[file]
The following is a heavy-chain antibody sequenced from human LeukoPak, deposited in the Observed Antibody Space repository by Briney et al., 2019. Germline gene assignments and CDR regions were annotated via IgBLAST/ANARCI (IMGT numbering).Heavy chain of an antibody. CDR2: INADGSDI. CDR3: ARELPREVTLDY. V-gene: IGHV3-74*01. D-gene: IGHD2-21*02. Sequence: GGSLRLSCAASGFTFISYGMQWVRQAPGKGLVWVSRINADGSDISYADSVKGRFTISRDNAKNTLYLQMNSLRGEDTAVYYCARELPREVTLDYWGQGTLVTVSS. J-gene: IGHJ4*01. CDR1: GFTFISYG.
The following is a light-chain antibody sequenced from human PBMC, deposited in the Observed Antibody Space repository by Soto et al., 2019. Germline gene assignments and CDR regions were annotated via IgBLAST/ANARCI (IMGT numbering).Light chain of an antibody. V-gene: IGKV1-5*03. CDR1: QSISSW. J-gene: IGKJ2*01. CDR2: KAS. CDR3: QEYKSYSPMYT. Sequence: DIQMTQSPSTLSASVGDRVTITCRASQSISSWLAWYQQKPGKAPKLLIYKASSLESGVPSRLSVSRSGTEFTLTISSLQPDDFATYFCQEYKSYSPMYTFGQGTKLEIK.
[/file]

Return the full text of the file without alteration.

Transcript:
The following is a heavy-chain antibody sequenced from human LeukoPak, deposited in the Observed Antibody Space repository by Briney et al., 2019. Germline gene assignments and CDR regions were annotated via IgBLAST/ANARCI (IMGT numbering).Heavy chain of an antibody. CDR2: INADGSDI. CDR3: ARELPREVTLDY. V-gene: IGHV3-74*01. D-gene: IGHD2-21*02. Sequence: GGSLRLSCAASGFTFISYGMQWVRQAPGKGLVWVSRINADGSDISYADSVKGRFTISRDNAKNTLYLQMNSLRGEDTAVYYCARELPREVTLDYWGQGTLVTVSS. J-gene: IGHJ4*01. CDR1: GFTFISYG.
The following is a light-chain antibody sequenced from human PBMC, deposited in the Observed Antibody Space repository by Soto et al., 2019. Germline gene assignments and CDR regions were annotated via IgBLAST/ANARCI (IMGT numbering).Light chain of an antibody. V-gene: IGKV1-5*03. CDR1: QSISSW. J-gene: IGKJ2*01. CDR2: KAS. CDR3: QEYKSYSPMYT. Sequence: DIQMTQSPSTLSASVGDRVTITCRASQSISSWLAWYQQKPGKAPKLLIYKASSLESGVPSRLSVSRSGTEFTLTISSLQPDDFATYFCQEYKSYSPMYTFGQGTKLEIK.